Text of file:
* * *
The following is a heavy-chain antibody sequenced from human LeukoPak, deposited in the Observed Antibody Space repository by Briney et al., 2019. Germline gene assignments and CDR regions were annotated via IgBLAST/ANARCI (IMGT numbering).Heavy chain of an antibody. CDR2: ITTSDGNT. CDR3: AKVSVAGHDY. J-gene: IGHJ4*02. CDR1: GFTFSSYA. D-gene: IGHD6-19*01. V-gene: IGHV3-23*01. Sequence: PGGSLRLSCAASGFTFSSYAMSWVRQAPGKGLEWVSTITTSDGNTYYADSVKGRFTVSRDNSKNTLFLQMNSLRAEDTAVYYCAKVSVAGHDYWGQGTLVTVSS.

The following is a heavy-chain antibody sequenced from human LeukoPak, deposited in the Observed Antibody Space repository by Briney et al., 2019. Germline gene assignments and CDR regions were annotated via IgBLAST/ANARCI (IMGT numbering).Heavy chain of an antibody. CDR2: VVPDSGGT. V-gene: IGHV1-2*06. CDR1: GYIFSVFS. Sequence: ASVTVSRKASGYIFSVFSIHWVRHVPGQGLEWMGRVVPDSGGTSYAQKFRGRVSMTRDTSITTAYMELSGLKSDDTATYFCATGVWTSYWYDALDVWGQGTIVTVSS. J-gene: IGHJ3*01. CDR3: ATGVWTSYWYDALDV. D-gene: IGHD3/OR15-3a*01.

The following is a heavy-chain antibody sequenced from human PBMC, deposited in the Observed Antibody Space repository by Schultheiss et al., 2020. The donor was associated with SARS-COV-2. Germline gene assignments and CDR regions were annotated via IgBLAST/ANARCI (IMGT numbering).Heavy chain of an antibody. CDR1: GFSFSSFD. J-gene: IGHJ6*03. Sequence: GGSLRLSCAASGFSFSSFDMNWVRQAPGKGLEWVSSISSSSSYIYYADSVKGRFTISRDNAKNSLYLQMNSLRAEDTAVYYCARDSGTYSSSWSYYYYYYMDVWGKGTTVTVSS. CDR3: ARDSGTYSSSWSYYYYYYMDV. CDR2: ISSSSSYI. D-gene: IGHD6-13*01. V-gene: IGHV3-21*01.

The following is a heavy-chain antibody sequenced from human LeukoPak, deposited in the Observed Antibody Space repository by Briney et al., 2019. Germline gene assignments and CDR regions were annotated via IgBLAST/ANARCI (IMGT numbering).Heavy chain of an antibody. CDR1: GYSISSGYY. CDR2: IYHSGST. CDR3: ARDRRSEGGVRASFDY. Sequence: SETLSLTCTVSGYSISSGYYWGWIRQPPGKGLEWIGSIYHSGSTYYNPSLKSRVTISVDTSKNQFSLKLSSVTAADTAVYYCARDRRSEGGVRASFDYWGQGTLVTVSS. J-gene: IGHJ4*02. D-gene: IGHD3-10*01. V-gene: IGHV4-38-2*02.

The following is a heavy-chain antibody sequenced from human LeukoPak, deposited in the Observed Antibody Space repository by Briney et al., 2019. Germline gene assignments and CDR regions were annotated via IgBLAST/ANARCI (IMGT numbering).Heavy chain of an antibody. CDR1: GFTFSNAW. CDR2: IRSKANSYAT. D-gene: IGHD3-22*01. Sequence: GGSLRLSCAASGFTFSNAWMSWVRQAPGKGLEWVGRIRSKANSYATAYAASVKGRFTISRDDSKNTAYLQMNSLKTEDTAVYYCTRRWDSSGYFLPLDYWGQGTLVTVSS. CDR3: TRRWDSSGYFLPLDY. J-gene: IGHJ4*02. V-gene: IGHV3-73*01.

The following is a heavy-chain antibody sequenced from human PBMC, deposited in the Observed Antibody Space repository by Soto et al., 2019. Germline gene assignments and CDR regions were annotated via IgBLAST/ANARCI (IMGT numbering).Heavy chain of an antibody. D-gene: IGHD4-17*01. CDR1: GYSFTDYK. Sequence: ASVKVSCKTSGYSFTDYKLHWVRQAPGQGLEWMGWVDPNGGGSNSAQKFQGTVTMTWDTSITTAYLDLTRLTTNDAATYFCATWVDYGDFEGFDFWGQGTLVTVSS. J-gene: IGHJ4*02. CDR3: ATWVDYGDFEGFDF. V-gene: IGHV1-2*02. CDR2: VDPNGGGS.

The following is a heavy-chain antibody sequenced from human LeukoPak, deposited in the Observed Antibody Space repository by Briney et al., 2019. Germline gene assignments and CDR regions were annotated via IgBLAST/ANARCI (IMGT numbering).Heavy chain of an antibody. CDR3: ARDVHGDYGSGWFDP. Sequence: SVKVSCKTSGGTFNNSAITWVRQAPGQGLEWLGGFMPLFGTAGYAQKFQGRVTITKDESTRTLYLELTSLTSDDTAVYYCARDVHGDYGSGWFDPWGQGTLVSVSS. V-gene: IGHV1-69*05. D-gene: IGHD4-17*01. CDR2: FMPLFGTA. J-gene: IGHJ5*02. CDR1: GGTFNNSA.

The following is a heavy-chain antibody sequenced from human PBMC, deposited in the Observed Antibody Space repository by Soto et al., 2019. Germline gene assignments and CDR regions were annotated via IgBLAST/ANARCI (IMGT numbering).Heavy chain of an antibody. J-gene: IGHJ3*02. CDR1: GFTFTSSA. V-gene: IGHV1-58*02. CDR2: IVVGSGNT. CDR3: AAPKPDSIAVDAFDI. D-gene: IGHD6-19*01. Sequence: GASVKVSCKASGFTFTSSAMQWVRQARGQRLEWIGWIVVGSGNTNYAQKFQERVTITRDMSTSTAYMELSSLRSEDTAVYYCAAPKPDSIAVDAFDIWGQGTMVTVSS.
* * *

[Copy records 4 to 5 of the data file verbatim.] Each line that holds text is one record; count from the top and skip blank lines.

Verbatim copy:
The following is a heavy-chain antibody sequenced from human LeukoPak, deposited in the Observed Antibody Space repository by Briney et al., 2019. Germline gene assignments and CDR regions were annotated via IgBLAST/ANARCI (IMGT numbering).Heavy chain of an antibody. CDR1: GYSISSGYY. CDR2: IYHSGST. CDR3: ARDRRSEGGVRASFDY. Sequence: SETLSLTCTVSGYSISSGYYWGWIRQPPGKGLEWIGSIYHSGSTYYNPSLKSRVTISVDTSKNQFSLKLSSVTAADTAVYYCARDRRSEGGVRASFDYWGQGTLVTVSS. J-gene: IGHJ4*02. D-gene: IGHD3-10*01. V-gene: IGHV4-38-2*02.

The following is a heavy-chain antibody sequenced from human LeukoPak, deposited in the Observed Antibody Space repository by Briney et al., 2019. Germline gene assignments and CDR regions were annotated via IgBLAST/ANARCI (IMGT numbering).Heavy chain of an antibody. CDR1: GFTFSNAW. CDR2: IRSKANSYAT. D-gene: IGHD3-22*01. Sequence: GGSLRLSCAASGFTFSNAWMSWVRQAPGKGLEWVGRIRSKANSYATAYAASVKGRFTISRDDSKNTAYLQMNSLKTEDTAVYYCTRRWDSSGYFLPLDYWGQGTLVTVSS. CDR3: TRRWDSSGYFLPLDY. J-gene: IGHJ4*02. V-gene: IGHV3-73*01.